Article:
America’s Finally Getting Its First Permanent Cat Cafe

Cappuccino and a Siamese, please

cat in basket
Cat in his basket at Vienna’s first cat cafe LEONHARD FOEGER/Reuters/Corbis

Feline friends looking for a caffeine fix, rejoice! Cat cafés have come at last to America. 

The very first permanent cat café in the U.S. opened this week in Oakland, Calif. At Cat Town Café, there are two sections: humans can order coffee and munch pastries  on one side of the café, while a dozen cats romp and lounge on the other. (The division of food from felines pleases the health codes.) A donation of $10 to Oakland Animal Services—Cat Town’s partner and the organization that rescued the cats roaming Cat Zone—can reserve a spot to engage in kitty play or cold shoulders. (Forgive them, they just don’t get you.)

Temporary pop-up cafés have enchanted residents of Los Angeles and New York. And San FranciscoDenver and San Diego all have permenant cat cafés in the works. But the cat café phenomenon started in Taiwan in 1998, writes Natasha Gelling for Smithsonian, and then spread to Japan:

While it might seem like a gimmicky fad, the cafés actually attract a large number of tourists and locals alike. In Japanese cities, many residents lack the space or time to care for their own cats, and the cat cafés offer animal interaction for a minimal investment.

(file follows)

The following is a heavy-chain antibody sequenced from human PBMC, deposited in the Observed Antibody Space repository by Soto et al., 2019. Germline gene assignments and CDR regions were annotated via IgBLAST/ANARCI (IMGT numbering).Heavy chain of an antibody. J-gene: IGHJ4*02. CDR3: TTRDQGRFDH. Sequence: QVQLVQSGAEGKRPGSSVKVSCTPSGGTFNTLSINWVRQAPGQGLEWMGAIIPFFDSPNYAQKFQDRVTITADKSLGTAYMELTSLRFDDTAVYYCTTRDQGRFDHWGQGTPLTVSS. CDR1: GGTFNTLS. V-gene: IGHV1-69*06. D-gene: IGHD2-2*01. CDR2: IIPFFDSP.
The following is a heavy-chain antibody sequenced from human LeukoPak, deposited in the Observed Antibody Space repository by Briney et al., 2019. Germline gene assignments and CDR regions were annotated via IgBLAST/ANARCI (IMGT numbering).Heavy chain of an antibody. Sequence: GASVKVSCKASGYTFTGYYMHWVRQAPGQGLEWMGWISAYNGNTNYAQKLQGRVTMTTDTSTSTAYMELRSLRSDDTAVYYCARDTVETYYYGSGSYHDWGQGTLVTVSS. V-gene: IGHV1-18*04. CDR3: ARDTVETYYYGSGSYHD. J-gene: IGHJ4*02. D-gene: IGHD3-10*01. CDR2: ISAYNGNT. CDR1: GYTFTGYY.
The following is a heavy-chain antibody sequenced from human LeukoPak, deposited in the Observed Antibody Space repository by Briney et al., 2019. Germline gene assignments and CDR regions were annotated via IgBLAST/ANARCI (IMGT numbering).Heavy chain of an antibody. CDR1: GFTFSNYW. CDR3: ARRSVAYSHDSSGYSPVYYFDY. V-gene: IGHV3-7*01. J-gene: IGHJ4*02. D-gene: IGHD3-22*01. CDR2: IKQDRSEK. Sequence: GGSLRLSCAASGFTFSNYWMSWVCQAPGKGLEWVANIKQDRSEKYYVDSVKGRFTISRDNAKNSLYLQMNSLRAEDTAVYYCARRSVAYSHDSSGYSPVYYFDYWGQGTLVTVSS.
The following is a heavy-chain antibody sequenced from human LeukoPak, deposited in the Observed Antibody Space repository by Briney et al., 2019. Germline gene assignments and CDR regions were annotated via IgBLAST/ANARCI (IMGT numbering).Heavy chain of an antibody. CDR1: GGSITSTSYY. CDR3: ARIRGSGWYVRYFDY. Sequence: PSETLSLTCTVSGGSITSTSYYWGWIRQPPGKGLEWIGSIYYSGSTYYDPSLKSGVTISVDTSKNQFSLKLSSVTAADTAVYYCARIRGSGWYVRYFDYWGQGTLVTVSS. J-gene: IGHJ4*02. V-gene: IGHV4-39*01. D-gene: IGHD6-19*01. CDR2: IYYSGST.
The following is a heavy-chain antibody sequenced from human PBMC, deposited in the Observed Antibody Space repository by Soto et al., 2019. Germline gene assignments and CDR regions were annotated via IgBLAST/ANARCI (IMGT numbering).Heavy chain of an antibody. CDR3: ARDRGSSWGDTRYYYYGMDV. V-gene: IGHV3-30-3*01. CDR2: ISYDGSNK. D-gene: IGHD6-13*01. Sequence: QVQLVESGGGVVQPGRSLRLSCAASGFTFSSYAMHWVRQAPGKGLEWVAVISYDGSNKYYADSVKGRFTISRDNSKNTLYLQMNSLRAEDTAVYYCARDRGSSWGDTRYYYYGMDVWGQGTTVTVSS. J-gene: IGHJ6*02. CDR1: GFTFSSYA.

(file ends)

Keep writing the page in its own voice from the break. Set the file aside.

The cafés in Japan inspired the Oakland cafe’s co-founders, Adam Myatt and Ann Dunn, to mesh the concept with an alternative adoption center. “We started this really weird, random business together,” Myatt told Nicole Leonard of, “Oakland is a pretty big high-risk area for euthanizing, so there’s a big need to get cats out of shelters. It’s all about getting more people into adoption.”

Their idea is working, one contributor to the blog Autostraddle found:

"The cafe is a more natural way to interact with cats than at a shelter, and it’s easier to picture yourself adopting and actually living with one of the cats,” said Dunn. Once a cat has been adopted, another shelter cat — chosen by volunteers based on their reactions in the space and around other cats — will take its place at the cafe. The model seems to be working. Cat Town Cafe has some of the mellowest cats I’ve ever met, and as of opening day afternoon, six of them had been adopted.

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